5 June (International Enviroment Day)
18 April (International Monuments Day)
18 May (International Museums Day)
The last weekend of September annually (European Heritage Days)
Sundays in the period between 1 November-31 March
The first Sunday of every month, except for July, August and September
27 September, International Tourism Day
"Great Zeus!," I have less than three hours before I have to meet some friends for supper and in that small time span I must see the Acropolis, get back to my hotel, shower, shave, and get a taxi to rendezvous for our meal. I cannot in good conscious visit Athens (or even Greece for that matter) and not tour the Acropolis. I'd never forgive myself. ...Nor would my archaeologist brother who would probably call me "stupid" for the rest of our lives.
The owner of my hotel points me in the direction I need to go. I head off at a jogging pace. Only two blocks later I pass a sign that says "Odeon of Herodotus". "Looks promising," I think to myself. And suddenly I am at the Acropolis entrance gates. "Thank the gods!"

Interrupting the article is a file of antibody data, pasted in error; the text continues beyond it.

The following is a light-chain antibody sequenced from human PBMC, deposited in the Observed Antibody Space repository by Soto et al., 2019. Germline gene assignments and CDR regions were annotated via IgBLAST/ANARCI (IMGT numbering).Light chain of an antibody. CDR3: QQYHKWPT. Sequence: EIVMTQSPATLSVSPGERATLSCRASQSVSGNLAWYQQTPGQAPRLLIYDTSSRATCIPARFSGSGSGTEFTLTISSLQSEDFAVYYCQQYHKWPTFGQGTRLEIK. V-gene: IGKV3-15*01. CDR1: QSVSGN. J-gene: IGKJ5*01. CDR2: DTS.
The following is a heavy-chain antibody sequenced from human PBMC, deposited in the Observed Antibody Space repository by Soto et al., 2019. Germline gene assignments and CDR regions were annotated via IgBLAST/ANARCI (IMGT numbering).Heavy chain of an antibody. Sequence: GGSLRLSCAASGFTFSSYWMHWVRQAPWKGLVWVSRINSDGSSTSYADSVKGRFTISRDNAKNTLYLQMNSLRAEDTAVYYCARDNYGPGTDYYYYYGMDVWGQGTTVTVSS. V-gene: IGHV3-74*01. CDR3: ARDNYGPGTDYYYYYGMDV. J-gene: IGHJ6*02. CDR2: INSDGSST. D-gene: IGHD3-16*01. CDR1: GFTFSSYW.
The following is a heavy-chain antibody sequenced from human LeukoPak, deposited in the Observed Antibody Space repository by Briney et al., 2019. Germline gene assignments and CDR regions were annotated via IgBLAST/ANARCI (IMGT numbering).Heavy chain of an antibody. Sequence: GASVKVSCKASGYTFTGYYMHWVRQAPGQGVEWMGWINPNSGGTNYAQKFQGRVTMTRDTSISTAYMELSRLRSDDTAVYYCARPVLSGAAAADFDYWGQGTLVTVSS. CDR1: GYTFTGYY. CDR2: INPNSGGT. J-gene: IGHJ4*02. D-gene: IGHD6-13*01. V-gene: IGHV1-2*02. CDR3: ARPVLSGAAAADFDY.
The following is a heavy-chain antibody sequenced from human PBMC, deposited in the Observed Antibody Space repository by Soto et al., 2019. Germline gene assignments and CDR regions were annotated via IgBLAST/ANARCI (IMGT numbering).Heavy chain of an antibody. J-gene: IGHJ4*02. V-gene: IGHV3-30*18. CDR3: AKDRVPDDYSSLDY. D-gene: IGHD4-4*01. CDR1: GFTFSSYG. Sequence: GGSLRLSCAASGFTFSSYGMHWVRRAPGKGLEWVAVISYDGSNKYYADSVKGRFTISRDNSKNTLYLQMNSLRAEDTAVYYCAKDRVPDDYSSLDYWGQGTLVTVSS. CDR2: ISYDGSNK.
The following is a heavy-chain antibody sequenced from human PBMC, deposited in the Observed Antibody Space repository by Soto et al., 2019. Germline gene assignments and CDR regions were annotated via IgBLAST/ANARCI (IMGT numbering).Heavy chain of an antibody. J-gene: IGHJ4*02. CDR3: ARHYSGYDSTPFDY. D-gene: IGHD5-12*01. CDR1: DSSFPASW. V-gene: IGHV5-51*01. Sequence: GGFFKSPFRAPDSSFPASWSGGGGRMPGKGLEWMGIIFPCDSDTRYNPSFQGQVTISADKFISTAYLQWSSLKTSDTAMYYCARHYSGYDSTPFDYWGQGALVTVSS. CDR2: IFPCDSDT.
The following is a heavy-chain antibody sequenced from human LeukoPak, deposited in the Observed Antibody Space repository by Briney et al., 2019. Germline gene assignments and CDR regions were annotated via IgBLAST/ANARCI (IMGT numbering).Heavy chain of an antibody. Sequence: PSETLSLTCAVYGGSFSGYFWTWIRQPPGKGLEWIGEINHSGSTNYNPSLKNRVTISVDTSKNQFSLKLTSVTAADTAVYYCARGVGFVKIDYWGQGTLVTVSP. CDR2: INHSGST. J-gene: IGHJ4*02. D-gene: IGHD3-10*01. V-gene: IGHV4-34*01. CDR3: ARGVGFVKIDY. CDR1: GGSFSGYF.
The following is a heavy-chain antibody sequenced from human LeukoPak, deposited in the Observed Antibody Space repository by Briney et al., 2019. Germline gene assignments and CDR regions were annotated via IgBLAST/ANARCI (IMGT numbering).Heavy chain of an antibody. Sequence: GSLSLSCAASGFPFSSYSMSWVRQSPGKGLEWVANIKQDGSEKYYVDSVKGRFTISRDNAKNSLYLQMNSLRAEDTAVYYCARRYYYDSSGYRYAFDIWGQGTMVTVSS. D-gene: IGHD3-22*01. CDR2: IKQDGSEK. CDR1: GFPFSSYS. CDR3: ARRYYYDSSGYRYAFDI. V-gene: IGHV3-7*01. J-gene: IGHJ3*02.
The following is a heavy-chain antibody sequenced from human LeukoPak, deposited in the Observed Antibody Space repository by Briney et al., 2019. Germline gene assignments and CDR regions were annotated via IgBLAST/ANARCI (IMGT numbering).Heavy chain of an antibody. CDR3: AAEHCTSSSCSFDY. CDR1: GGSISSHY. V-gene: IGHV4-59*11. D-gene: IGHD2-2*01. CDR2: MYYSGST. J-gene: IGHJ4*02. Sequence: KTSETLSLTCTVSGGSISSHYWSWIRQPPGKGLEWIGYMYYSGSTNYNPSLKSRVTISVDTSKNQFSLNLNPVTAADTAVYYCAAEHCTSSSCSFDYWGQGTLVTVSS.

I buy a ticket, take it to the gate, and I'm inside the leafy lower grounds of the Acropolis. A few stairs up and the massive marble columns of the Propylaea rise before me! Moments in life like this will bring tears to your eyes--times when you are suddenly confronted with places you have seen thousands of photographs of and have read about in books your whole life but never imagined you'd actually see.
There is historic evidence that people have lived and worshipped on this spot since 6000 BC. That's a long time ago! A temple to worship Athena was first built here around 550 BC. Invading Persians destroyed it but reconstruction began during "The Golden Age of Athens" (460–430 BC). These are the buildings we see still see here now.